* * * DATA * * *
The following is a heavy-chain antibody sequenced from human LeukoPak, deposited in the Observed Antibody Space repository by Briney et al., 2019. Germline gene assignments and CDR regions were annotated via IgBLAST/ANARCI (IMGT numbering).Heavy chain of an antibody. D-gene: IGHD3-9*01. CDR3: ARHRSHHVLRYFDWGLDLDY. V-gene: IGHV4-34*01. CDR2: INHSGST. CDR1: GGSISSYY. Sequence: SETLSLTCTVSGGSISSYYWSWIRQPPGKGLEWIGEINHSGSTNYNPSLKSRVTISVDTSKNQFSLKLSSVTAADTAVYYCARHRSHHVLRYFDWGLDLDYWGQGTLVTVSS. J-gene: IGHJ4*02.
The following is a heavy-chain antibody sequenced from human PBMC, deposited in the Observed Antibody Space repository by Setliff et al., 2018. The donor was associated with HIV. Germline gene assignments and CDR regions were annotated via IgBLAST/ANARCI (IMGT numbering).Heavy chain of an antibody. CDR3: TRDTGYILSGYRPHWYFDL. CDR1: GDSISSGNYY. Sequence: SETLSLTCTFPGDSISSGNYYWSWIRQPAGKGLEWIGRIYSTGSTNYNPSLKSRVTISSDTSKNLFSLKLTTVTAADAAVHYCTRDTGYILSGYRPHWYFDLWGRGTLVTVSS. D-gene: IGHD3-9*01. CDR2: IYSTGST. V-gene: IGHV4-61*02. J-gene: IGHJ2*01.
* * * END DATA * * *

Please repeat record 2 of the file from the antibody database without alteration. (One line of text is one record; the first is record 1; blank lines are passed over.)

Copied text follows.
The following is a heavy-chain antibody sequenced from human PBMC, deposited in the Observed Antibody Space repository by Setliff et al., 2018. The donor was associated with HIV. Germline gene assignments and CDR regions were annotated via IgBLAST/ANARCI (IMGT numbering).Heavy chain of an antibody. CDR3: TRDTGYILSGYRPHWYFDL. CDR1: GDSISSGNYY. Sequence: SETLSLTCTFPGDSISSGNYYWSWIRQPAGKGLEWIGRIYSTGSTNYNPSLKSRVTISSDTSKNLFSLKLTTVTAADAAVHYCTRDTGYILSGYRPHWYFDLWGRGTLVTVSS. D-gene: IGHD3-9*01. CDR2: IYSTGST. V-gene: IGHV4-61*02. J-gene: IGHJ2*01.